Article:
A hospital based cross-sectional study was carried out in the Department of Pathology, North Bengal Medical College and Hospital along with its Thalassemia Control Unit (TCU), over a period of 5 years. Cases of pallor or weakness who had attended the TCU for screening and from the camps arranged by TCU were selected for this study. Persons who had a history of transfusion in immediate past 3 months were excluded from the study After obtaining the clinical history, clinical examination, including examination of hematopoietic systems, was performed. Laboratory investigations, including complete blood count (CBC), peripheral blood smear study, and reticulocyte count, were undertaken. Blood sample for CBC was collected in vials containing disodium salt of ethylenediaminetetraacetic acid as anticoagulant and performed by using automated cell counter (Sysmax K × 21E-210, Japan). Peripheral smear study and reticulocyte count was also performed. Hemoglobin variant was evaluated by cation-exchange high-performance liquid chromatography principle, using Variant 2 (Bio-Rad, USA) automated (capillary electrophoresis high-performance liquid chromatography [HPLC]). For further determination of abnormal hemoglobin variant, hemoglobin electrophoresis and sickling test were also performed for correlation. All the tests were done under proper quality control measures. Double heterozygous state and homozygous state were corroborated with family screening.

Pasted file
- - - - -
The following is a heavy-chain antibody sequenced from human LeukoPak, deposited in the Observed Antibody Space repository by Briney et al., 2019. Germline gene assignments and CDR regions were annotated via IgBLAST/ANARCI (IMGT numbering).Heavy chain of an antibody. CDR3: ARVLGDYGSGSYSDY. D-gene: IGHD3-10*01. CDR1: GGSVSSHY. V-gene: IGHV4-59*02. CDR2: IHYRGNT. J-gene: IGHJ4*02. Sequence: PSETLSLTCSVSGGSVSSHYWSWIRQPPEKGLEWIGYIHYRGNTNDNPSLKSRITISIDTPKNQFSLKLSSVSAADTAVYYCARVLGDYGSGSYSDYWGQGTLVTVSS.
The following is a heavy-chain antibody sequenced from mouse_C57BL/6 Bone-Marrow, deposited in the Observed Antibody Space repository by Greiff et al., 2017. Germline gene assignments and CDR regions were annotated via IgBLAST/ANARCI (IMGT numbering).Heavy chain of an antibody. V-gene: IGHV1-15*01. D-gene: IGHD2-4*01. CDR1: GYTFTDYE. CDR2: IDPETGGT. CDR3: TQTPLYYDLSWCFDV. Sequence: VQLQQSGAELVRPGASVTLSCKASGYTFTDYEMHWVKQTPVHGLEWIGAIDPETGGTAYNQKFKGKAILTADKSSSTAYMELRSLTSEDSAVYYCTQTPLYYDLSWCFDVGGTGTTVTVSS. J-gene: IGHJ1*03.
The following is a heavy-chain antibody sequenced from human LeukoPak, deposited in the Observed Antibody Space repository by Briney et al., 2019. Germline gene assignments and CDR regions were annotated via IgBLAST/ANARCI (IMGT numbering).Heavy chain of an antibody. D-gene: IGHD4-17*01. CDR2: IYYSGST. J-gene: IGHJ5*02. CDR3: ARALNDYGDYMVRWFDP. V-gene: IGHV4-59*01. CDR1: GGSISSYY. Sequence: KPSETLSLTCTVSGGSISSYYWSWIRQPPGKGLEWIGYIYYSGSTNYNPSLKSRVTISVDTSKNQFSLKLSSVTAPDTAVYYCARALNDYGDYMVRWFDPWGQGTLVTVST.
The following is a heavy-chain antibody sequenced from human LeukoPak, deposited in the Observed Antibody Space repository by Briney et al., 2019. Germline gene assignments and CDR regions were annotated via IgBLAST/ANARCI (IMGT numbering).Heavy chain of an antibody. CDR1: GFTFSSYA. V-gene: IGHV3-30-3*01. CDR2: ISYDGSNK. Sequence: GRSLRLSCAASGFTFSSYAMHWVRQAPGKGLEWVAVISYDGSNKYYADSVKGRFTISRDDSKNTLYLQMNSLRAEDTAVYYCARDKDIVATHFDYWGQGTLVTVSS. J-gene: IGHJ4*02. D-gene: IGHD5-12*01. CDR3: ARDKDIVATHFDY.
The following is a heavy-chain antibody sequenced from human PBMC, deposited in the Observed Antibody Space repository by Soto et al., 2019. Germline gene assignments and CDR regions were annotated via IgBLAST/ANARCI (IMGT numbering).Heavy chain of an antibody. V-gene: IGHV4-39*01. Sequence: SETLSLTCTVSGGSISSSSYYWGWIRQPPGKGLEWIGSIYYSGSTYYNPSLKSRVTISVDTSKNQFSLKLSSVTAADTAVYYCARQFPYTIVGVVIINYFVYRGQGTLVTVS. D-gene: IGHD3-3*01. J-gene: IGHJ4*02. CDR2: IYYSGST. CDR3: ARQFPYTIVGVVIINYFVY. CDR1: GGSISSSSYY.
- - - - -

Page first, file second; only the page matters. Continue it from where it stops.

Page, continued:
Results Top